Our Political Crisis01-14-2021
Michael Lind writes that “Many Democrats claim that Republicans are destroying the republic. Many Republicans claim the reverse. They are both correct.” This is not at all to equate the two sides of our political dystopia, but it is to recognize that there is a feeling of disempowerment and Armageddon on across the political divide. Lind argues that this premonition of imminent destruction maps onto five crises facing the American Republic. The first one he calls the political crisis.
The political crisis. The political crisis is the centralization of power in a small number of ambitious elite factions and coteries. Between the 1830s and the 1970s, the two major parties were coalitions of smaller de facto parties, each of which, in turn, was a federation of state and local party organizations. The nature of the parties as pluralistic grassroots federations limited the autonomy of national politicians. It also limited the power of presidents and congressional leaders, who were picked by party bosses and had to govern by consensus.
Thanks to the misguided adoption of party primaries in the 1970s, a democratizing reform that backfired, American politicians today tend to be picked by the small number of zealots of various kinds who show up to vote in party primaries. The national parties themselves are no longer functioning organizations, but mere brands, which Donald Trump successfully seized and which Bernie Sanders, another outsider, came close to grabbing. The organizations that count are shifting, kaleidoscopic alliances of donors, politicians, consultants, media operatives and ideologues.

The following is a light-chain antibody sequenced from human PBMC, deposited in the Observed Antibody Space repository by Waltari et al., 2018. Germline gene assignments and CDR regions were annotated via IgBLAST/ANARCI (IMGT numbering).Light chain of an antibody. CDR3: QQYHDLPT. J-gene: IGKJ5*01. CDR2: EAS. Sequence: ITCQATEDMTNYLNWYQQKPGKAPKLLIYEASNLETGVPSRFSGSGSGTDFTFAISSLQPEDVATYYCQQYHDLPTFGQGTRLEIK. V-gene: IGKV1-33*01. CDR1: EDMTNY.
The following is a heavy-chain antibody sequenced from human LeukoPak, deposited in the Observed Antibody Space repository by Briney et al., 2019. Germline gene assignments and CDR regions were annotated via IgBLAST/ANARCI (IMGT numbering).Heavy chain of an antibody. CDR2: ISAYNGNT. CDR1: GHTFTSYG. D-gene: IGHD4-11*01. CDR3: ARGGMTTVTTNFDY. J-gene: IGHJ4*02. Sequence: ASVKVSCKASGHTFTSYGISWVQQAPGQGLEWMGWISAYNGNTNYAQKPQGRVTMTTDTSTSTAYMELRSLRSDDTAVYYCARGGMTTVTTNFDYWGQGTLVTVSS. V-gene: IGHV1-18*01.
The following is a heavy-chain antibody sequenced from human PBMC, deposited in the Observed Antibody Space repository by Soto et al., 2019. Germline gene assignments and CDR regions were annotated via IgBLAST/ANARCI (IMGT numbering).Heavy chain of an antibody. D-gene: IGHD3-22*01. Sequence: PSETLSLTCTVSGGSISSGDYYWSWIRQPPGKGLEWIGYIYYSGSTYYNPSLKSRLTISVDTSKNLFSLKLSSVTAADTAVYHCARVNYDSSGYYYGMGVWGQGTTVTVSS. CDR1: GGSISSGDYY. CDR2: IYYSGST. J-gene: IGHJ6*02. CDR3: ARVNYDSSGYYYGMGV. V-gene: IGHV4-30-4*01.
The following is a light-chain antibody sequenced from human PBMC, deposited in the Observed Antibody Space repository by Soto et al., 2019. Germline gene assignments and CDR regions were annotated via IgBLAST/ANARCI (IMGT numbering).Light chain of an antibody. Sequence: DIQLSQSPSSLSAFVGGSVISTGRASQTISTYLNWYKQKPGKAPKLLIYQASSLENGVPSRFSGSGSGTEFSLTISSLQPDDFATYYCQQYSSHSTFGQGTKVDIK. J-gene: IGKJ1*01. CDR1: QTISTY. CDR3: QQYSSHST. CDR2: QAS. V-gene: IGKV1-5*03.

At the same time that the parties have crumbled as grassroots federations, politics in the United States has been nationalized. There are no longer any conservative Alabama Democrats or liberal Connecticut Republicans. The party line in each party is set by national leaders and their donors, spin doctors and pet journalists. The collapse of local journalism means that most Americans no longer get news about city and state governments. Increasingly they choose sides in city council races or state legislative races on the basis of national partisan identities.
This liberates national political leaders—Nancy Pelosi and Chuck Schumer and Mitch McConnell, no less than Barack Obama and Donald Trump—from the constraints that previous holders of the same national offices held. And the elderly Boomer politicians of our time in both parties have chosen to wield their enhanced power to delegitimize the mere existence of the other party as a threat to the nation that must be humiliated if not annihilated.